James Shield's Sheffield United Column: In my eyes, this is what's wrong with the Blades
It’s not a criticism. How, when you consider the season as a whole, is it possible to be anything but impressed with Sheffield United this term?
Rather it’s an observation. A conclusion, admittedly based on what my eyes rather than scientific analysis tells me, about what Sheffield United - as they prepare for Sunday’s FA Cup tie against Arsenal at Bramall Lane - are: Physically and mentally shattered.
Wednesday evening’s 3-0 defeat at Manchester United, their second by the same margin in the space of 96 hours, was the third game of what has proven to be a disappointing return to Premier League action for manager Chris Wilder and his players.
After controversially being held to a draw at Aston Villa last week - their first outing since competition was suspended because of coronavirus in March - United viewed the visit to Newcastle four days later as a chance to get that now infamous Hawkeye and VAR cluster-whatsit out of their systems. But a disappointing sequence of second-half events, starting with John Egan’s sending-off, saw them succumb in strangely meek fashion.
The same can be said of their trip to Old Trafford where, after showing brief flashes of their old selves during the opening six and a bit minutes, they fell behind when Anthony Martial set himself on course for a maiden career hat-trick.
In a sense, even though they have returned only a point, United’s most recent three outings have been the most revealing of the campaign so far. Why? Because they demonstrate just how much of their mind, bodies and souls Wilder’s squad has invested in the displays which saw them climb to seventh in the table before the country entered lockdown. I suspect, with the 2019/20 fixture programme now entering its 10th month, that Herculean effort is now beginning to show.
Although effort and courage are two hallmarks of this group, much of the coverage surrounding their rise through the divisions overlooks the fact they have lashings of talent too. But at this stage of their top-flight development, it is inevitable United are required to work even harder - or in different and more stressful ways to be exact - than, say, those at Ole Gunnar Solskjaer's disposal. The sames goes for the players Mikel Arteta will deploy this weekend too.
Another feature of ‘Project Restart’ - and arguably the most disappointing - has probably compounded this problem. With matches taking place behind closed doors, there is no sense of occasion surrounding top-flight contests. And when fatigue sets in, as every professional sportsperson will admit, the roar of the crowd - whether it’s for or against - can help you discover reserves of energy you didn’t even know you had.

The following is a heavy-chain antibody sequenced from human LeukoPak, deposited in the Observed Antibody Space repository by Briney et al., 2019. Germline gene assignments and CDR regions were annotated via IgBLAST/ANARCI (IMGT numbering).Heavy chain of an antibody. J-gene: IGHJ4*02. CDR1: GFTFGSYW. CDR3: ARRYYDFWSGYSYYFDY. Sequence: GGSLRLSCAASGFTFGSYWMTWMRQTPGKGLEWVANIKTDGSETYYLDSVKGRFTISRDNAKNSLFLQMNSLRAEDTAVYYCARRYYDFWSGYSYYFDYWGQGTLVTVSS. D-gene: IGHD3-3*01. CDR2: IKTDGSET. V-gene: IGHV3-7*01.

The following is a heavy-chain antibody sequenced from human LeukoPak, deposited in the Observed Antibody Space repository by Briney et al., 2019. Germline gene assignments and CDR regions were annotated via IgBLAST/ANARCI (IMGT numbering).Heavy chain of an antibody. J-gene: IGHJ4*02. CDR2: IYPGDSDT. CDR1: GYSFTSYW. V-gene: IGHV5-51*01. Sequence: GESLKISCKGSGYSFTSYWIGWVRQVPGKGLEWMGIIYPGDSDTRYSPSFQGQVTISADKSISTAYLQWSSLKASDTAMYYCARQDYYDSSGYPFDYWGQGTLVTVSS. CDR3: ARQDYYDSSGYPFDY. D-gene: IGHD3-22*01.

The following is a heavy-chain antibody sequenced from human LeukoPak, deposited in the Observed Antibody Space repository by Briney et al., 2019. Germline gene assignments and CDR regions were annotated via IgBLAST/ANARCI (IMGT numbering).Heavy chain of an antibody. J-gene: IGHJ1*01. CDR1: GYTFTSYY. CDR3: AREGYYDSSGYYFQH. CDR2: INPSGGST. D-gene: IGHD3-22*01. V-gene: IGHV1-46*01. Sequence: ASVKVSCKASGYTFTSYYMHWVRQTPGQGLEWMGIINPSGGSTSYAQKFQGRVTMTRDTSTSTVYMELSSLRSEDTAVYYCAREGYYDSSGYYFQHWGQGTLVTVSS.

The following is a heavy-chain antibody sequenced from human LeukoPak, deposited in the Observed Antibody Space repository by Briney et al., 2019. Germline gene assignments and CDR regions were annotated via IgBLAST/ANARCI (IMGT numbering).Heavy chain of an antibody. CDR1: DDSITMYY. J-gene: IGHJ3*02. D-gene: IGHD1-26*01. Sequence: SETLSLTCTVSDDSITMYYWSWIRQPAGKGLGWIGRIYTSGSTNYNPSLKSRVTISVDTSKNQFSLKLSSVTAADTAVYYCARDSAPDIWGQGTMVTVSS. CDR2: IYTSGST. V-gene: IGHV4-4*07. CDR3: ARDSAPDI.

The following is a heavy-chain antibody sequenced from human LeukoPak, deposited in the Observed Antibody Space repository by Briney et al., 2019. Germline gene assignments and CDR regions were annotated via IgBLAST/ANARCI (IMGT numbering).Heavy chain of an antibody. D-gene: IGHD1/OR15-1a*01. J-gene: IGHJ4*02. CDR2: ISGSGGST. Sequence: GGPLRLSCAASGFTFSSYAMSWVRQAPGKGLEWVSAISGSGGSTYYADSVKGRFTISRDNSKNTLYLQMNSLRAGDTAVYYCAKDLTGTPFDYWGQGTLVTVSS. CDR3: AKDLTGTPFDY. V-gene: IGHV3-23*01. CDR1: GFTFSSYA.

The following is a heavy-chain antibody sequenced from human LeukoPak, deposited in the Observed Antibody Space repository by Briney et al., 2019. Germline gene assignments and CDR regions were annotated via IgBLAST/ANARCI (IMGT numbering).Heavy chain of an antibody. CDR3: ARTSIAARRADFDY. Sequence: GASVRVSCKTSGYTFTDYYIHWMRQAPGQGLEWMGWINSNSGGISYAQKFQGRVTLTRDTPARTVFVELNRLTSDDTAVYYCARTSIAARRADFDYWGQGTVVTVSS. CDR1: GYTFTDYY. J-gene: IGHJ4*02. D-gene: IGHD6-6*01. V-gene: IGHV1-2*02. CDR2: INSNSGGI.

Of course, it would be foolish to pretend that the loss of several key squad members has not contributed to United’s difficulties of late. This is a team in the true sense of the word - a well-oiled machine, fine-tuned during hours and hours on the training pitches of the Steelphalt Academy. When several of its parts are missing, and replaced with pieces yet to be greased with the same knowledge and nous only competitive action can provide, it is bound to falter slightly.
But it was fascinating to watch how the best player on the pitch at Old Trafford - Manchester United’s Paul Pogba - looked every inch a £90m footballer two days ago rather than a very expensive mistake. The Frenchman has come back fully refreshed because, thanks to an injury and some off-the-pitch issues, he has enjoyed a long break. The same can be said for Tottenham Hotspur’s Harry Kane, who is likely to start when Jose Mourinho’s men make the journey to South Yorkshire early next month.
It is also a damn sight less tiring to play with the ball than spending the best part of 90 minutes chasing it around. Wilder bemoaned the frequency with which United turned over possession against Solskjaer’s side. Is this a symptom of fatigue?
With preparation time limited ahead of the meeting with Arsenal - something Wilder referenced during his latest post-match media conference - perhaps the best thing United can do to try and rediscover their trademark flamboyance and zest is clip the locks back on the training grounds doors, put their feet up and have a rest. It might just do them the power of good. That and, even though they can't be inside the ground with them, a gesture of solidarity from a support base which has been such a huge and loyal part of what United have achieved over the past four years. There have been times in the past when the fans have been sold badly short by those tasked with representing their club. This isn't one of them.
Much of the reaction to events at St James' Park wasn't 'over the top', fickle or any of the other words and phrases used by some to take a sly dig at those responsible. Published on social media immediately after the game, it was simply an outpouring of disappointment from folk who enjoy a deep and personal emotional bond with their football club.
Who usually gets it in the neck when you've got the hump? Those closest to you. The ones you actually care about the most, and then always put an arm around their shoulder afterwards.